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Original Contribution
January 12, 2005

Consumption of Vegetables and Fruits and Risk of Breast Cancer

Author Affiliations
 

Author Affiliations: Julius Center for Health Sciences and Primary Care, University Medical Center Utrecht, Utrecht, the Netherlands (Drs van Gils and Peeters); Center for Nutrition and Health, National Institute for Public Health and the Environment, Bilthoven, the Netherlands (Dr Bueno-de-Mesquita); Center for Information Technology and Methodology, National Institute for Public Health and the Environment, Bilthoven, the Netherlands (Dr Boshuizen); German Institute of Human Nutrition Potsdam-Rehbrücke, Nuthetal, Germany (Drs Lahmann and Boeing); INSERM, Institut Gustave Roussy, Equipe Nutrition, Hormones et Cancer, Villejuif, France (Drs Clavel-Chapelon, Thiébaut, and Kesse); Epidemiology Unit, Istituto Tumori, Milan, Italy (Dr Sieri); Molecular and Nutritional Epidemiology Unit, CSPO, Scientific Institute of Tuscany, Florence, Italy (Dr Palli); Cancer Registry, Azienda Ospedaliera “Civile - M. P. Arezzo,” Ragusa, Italy (Dr Tumino); Department of Clinical and Experimental Medicine, Federico II University, Naples, Italy (Dr Panico); University of Torino, Italy and Imperial College, London, England (Dr Vineis); Department of Epidemiology, Catalan Institute of Oncology, Barcelona, Spain (Dr Gonzalez); Public Health Institute, Navarra, Spain (Dr Ardanaz); Andalusian School of Public Health, Granada, Spain (Dr Sánchez); Public Health Division of Gipuzkoa, Health Department of the Basque Country, San Sebastian, Spain (Ms Amiano); Epidemiology Department, Murcia Health Council, Murcia, Spain (Dr Navarro); Health Information Unit, Public Health and Planning Directorate, Health and Health Services Council, Principality of Asturias, Oviedo, Spain (Dr Quirós); Cancer Research UK Epidemiology Unit, University of Oxford, England (Drs Key and Allen); Department of Public Health and Primary Care, School of Clinical Medicine, University of Cambridge, Cambridge, England (Dr Khaw); MRC Dunn Human Nutrition Unit, Cambridge, England (Dr Bingham); Department of Hygiene and Epidemiology, School of Medicine, University of Athens, Greece (Drs Psaltopoulou and Trichopoulou and Ms Koliva); Division of Clinical Epidemiology, Deutsches Krebsforschungszentrum, Heidelberg, Germany (Ms Nagel and Dr Linseisen); Department of Medicine, Lund University, Malmö University Hospital, Malmö, Sweden (Drs Berglund and Wirfält); Units of Nutritional Research and Oncology (Dr Hallmans) and Department of Radiation Sciences, Oncology (Dr Lenner), University of Umeå, Sweden; Department of Clinical Epidemiology, Aalborg Hospital, Aarhus University Hospital, Aalborg, Denmark (Dr Overvad); Institute of Cancer Epidemiology, Danish Cancer Society, Copenhagen, Denmark (Drs Tjønneland and Olsen); Institute of Community Medicine, University of Tromsø, Tromsø, Norway (Dr Lund and Mss Engeset and Alsaker); and International Agency for Research on Cancer (IARC-WHO), Lyon, France (Drs Norat, Kaaks, Slimani, and Riboli).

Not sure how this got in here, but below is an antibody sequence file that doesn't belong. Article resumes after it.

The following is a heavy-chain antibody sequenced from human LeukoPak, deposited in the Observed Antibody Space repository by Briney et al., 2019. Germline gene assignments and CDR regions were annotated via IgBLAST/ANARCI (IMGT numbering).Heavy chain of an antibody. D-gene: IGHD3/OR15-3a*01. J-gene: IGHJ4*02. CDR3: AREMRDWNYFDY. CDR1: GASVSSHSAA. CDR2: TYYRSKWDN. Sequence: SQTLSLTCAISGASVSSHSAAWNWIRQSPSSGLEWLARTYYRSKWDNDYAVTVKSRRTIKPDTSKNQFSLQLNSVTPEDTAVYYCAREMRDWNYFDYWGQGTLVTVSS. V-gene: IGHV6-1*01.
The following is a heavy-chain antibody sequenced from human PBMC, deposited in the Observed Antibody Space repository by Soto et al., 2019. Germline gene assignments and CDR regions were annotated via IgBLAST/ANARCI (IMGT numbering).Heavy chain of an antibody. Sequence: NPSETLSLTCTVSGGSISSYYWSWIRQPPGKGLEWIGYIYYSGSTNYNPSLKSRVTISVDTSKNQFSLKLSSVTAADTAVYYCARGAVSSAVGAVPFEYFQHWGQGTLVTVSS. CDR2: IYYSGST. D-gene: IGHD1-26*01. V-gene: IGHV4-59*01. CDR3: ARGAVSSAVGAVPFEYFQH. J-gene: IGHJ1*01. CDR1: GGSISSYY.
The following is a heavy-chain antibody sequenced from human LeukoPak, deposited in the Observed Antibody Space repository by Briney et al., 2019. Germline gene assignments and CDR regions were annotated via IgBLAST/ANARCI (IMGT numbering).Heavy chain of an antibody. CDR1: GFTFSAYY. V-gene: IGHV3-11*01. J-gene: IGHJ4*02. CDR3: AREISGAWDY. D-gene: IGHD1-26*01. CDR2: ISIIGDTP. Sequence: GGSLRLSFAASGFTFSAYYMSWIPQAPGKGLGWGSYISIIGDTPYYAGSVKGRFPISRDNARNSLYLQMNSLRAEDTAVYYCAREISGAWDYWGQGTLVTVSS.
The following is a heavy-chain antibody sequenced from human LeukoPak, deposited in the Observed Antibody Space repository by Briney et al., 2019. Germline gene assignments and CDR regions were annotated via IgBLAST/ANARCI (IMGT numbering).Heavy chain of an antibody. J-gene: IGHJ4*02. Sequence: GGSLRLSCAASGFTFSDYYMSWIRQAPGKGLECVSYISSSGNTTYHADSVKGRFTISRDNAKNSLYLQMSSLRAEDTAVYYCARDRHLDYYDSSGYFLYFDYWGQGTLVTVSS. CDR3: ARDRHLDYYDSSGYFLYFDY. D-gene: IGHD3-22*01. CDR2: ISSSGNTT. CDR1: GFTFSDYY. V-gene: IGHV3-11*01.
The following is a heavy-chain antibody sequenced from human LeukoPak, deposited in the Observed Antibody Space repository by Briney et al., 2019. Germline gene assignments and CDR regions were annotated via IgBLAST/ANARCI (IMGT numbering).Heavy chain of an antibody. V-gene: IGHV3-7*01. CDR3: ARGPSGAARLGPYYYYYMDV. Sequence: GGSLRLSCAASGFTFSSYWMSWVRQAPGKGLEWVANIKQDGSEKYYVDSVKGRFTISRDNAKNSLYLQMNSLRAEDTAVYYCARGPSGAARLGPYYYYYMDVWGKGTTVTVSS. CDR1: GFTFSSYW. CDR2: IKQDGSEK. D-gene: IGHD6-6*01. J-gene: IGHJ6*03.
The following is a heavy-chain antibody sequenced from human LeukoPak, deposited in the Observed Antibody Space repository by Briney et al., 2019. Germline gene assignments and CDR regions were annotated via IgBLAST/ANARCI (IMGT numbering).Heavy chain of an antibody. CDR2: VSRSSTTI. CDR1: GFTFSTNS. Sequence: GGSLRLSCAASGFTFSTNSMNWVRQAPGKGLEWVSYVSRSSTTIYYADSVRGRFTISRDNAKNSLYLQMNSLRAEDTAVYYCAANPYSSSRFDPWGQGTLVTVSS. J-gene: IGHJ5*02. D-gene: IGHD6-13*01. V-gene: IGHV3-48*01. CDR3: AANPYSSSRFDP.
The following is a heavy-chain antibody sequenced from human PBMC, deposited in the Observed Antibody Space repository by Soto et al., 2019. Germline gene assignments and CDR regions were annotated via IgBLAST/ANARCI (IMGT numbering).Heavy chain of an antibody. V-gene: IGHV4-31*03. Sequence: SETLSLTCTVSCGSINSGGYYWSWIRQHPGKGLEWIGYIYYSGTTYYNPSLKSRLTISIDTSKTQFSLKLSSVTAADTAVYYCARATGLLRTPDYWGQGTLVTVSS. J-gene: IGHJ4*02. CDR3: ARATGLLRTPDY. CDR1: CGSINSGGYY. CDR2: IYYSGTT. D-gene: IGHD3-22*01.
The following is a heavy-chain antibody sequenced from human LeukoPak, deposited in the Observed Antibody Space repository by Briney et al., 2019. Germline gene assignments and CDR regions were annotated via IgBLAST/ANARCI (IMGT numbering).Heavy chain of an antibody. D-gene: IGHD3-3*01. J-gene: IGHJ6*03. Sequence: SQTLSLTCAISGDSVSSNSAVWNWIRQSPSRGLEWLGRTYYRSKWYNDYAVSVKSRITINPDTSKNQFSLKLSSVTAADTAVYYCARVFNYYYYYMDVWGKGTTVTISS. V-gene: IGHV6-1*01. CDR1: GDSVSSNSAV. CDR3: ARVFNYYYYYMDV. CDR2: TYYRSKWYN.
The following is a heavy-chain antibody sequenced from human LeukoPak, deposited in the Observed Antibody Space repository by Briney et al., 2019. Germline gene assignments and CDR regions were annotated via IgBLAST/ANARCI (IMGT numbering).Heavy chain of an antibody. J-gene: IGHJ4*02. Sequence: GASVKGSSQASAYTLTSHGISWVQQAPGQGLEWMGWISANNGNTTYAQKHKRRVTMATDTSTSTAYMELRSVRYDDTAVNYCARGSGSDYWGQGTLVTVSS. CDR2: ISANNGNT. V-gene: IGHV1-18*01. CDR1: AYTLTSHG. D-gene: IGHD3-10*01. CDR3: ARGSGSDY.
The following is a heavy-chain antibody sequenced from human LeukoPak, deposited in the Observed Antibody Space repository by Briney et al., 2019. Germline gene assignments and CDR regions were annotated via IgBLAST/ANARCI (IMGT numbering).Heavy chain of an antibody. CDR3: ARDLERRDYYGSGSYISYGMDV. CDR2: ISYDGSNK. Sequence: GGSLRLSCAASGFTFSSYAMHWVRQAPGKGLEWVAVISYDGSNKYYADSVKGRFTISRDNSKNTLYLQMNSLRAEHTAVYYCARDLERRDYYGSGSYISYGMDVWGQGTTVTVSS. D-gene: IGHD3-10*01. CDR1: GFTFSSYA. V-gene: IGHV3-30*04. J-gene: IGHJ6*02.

JAMA. 2005;293(2):183-193. doi:10.1001/jama.293.2.183
Abstract

Context The intake of vegetables and fruits has been thought to protect against breast cancer. Most of the evidence comes from case-control studies, but a recent pooled analysis of the relatively few published cohort studies suggests no significantly reduced breast cancer risk is associated with vegetable and fruit consumption.

Objective To examine the relation between total and specific vegetable and fruit intake and the incidence of breast cancer.

Design, Setting, and Participants Prospective study of 285 526 women between the ages of 25 and 70 years, participating in the European Prospective Investigation Into Cancer and Nutrition (EPIC) study, recruited from 8 of the 10 participating European countries. Participants completed a dietary questionnaire in 1992-1998 and were followed up for incidence of cancer until 2002.

Main Outcome Measures Relative risks for breast cancer by total and specific vegetable and fruit intake. Analyses were stratified by age at recruitment and study center. Relative risks were adjusted for established breast cancer risk factors.

Results During 1 486 402 person-years (median duration of follow-up, 5.4 years), 3659 invasive incident breast cancer cases were reported. No significant associations between vegetable or fruit intake and breast cancer risk were observed. Relative risks for the highest vs the lowest quintile were 0.98 (95% confidence interval [CI], 0.84-1.14) for total vegetables, 1.09 (95% CI , 0.94-1.25) for total fruit, and 1.05 (95% CI , 0.92-1.20) for fruit and vegetable juices. For 6 specific vegetable subgroups no associations with breast cancer risk were observed either.

Conclusion Although the period of follow-up is limited for now, the results suggest that total or specific vegetable and fruit intake is not associated with risk for breast cancer.

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